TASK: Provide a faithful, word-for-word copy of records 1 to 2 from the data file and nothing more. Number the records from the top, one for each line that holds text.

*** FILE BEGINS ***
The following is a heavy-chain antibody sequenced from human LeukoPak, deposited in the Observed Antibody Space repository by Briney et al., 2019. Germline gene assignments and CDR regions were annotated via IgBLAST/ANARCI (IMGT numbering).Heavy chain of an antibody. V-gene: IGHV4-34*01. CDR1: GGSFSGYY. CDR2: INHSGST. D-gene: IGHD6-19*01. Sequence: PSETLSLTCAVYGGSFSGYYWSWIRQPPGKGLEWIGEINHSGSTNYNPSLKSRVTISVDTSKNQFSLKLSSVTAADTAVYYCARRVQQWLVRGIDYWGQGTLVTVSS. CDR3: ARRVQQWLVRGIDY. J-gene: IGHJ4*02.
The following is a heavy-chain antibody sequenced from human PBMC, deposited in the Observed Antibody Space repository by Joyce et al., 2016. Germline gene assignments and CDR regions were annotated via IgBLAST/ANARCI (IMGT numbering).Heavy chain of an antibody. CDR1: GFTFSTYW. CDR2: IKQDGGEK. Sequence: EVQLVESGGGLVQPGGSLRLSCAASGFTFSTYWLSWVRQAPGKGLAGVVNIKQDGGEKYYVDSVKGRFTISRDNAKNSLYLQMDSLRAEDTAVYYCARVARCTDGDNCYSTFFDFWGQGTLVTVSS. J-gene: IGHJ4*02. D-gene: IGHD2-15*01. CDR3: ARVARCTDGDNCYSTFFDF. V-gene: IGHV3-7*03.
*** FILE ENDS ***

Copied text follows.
The following is a heavy-chain antibody sequenced from human LeukoPak, deposited in the Observed Antibody Space repository by Briney et al., 2019. Germline gene assignments and CDR regions were annotated via IgBLAST/ANARCI (IMGT numbering).Heavy chain of an antibody. V-gene: IGHV4-34*01. CDR1: GGSFSGYY. CDR2: INHSGST. D-gene: IGHD6-19*01. Sequence: PSETLSLTCAVYGGSFSGYYWSWIRQPPGKGLEWIGEINHSGSTNYNPSLKSRVTISVDTSKNQFSLKLSSVTAADTAVYYCARRVQQWLVRGIDYWGQGTLVTVSS. CDR3: ARRVQQWLVRGIDY. J-gene: IGHJ4*02.
The following is a heavy-chain antibody sequenced from human PBMC, deposited in the Observed Antibody Space repository by Joyce et al., 2016. Germline gene assignments and CDR regions were annotated via IgBLAST/ANARCI (IMGT numbering).Heavy chain of an antibody. CDR1: GFTFSTYW. CDR2: IKQDGGEK. Sequence: EVQLVESGGGLVQPGGSLRLSCAASGFTFSTYWLSWVRQAPGKGLAGVVNIKQDGGEKYYVDSVKGRFTISRDNAKNSLYLQMDSLRAEDTAVYYCARVARCTDGDNCYSTFFDFWGQGTLVTVSS. J-gene: IGHJ4*02. D-gene: IGHD2-15*01. CDR3: ARVARCTDGDNCYSTFFDF. V-gene: IGHV3-7*03.